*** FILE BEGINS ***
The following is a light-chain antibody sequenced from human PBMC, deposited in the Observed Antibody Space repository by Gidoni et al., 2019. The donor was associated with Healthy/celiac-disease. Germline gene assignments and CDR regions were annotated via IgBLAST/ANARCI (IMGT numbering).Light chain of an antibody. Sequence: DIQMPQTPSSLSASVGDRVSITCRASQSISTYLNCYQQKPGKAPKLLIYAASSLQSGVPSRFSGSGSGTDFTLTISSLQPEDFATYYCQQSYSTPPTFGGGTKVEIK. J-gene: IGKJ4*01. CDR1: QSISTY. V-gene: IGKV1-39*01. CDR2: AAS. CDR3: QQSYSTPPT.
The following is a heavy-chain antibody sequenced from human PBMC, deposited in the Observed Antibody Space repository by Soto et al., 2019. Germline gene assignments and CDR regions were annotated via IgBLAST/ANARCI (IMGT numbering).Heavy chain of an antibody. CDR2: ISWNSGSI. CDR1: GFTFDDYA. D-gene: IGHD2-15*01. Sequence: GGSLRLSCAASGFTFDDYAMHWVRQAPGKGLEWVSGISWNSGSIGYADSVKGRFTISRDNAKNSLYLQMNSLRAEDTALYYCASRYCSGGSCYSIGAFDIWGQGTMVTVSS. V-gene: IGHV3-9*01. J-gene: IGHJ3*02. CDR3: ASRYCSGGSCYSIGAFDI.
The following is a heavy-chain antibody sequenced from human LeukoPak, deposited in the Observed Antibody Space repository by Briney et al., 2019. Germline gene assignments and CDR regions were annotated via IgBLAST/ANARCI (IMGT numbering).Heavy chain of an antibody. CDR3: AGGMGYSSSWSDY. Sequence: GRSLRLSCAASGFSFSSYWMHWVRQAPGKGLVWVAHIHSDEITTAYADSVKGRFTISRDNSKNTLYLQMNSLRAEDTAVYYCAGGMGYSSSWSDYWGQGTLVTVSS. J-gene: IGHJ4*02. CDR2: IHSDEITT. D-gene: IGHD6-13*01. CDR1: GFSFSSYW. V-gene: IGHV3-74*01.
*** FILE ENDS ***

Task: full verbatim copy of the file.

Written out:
The following is a light-chain antibody sequenced from human PBMC, deposited in the Observed Antibody Space repository by Gidoni et al., 2019. The donor was associated with Healthy/celiac-disease. Germline gene assignments and CDR regions were annotated via IgBLAST/ANARCI (IMGT numbering).Light chain of an antibody. Sequence: DIQMPQTPSSLSASVGDRVSITCRASQSISTYLNCYQQKPGKAPKLLIYAASSLQSGVPSRFSGSGSGTDFTLTISSLQPEDFATYYCQQSYSTPPTFGGGTKVEIK. J-gene: IGKJ4*01. CDR1: QSISTY. V-gene: IGKV1-39*01. CDR2: AAS. CDR3: QQSYSTPPT.
The following is a heavy-chain antibody sequenced from human PBMC, deposited in the Observed Antibody Space repository by Soto et al., 2019. Germline gene assignments and CDR regions were annotated via IgBLAST/ANARCI (IMGT numbering).Heavy chain of an antibody. CDR2: ISWNSGSI. CDR1: GFTFDDYA. D-gene: IGHD2-15*01. Sequence: GGSLRLSCAASGFTFDDYAMHWVRQAPGKGLEWVSGISWNSGSIGYADSVKGRFTISRDNAKNSLYLQMNSLRAEDTALYYCASRYCSGGSCYSIGAFDIWGQGTMVTVSS. V-gene: IGHV3-9*01. J-gene: IGHJ3*02. CDR3: ASRYCSGGSCYSIGAFDI.
The following is a heavy-chain antibody sequenced from human LeukoPak, deposited in the Observed Antibody Space repository by Briney et al., 2019. Germline gene assignments and CDR regions were annotated via IgBLAST/ANARCI (IMGT numbering).Heavy chain of an antibody. CDR3: AGGMGYSSSWSDY. Sequence: GRSLRLSCAASGFSFSSYWMHWVRQAPGKGLVWVAHIHSDEITTAYADSVKGRFTISRDNSKNTLYLQMNSLRAEDTAVYYCAGGMGYSSSWSDYWGQGTLVTVSS. J-gene: IGHJ4*02. CDR2: IHSDEITT. D-gene: IGHD6-13*01. CDR1: GFSFSSYW. V-gene: IGHV3-74*01.